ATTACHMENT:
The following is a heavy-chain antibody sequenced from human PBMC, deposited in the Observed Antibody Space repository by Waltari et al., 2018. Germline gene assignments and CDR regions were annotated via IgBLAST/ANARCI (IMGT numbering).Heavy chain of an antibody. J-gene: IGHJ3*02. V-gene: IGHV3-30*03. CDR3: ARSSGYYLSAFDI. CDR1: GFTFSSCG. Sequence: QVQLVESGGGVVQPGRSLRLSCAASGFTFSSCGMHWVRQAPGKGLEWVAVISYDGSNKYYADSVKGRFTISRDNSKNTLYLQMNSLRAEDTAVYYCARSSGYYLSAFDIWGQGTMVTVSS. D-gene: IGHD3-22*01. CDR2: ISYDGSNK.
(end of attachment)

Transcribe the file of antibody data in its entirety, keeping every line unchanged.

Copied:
The following is a heavy-chain antibody sequenced from human PBMC, deposited in the Observed Antibody Space repository by Waltari et al., 2018. Germline gene assignments and CDR regions were annotated via IgBLAST/ANARCI (IMGT numbering).Heavy chain of an antibody. J-gene: IGHJ3*02. V-gene: IGHV3-30*03. CDR3: ARSSGYYLSAFDI. CDR1: GFTFSSCG. Sequence: QVQLVESGGGVVQPGRSLRLSCAASGFTFSSCGMHWVRQAPGKGLEWVAVISYDGSNKYYADSVKGRFTISRDNSKNTLYLQMNSLRAEDTAVYYCARSSGYYLSAFDIWGQGTMVTVSS. D-gene: IGHD3-22*01. CDR2: ISYDGSNK.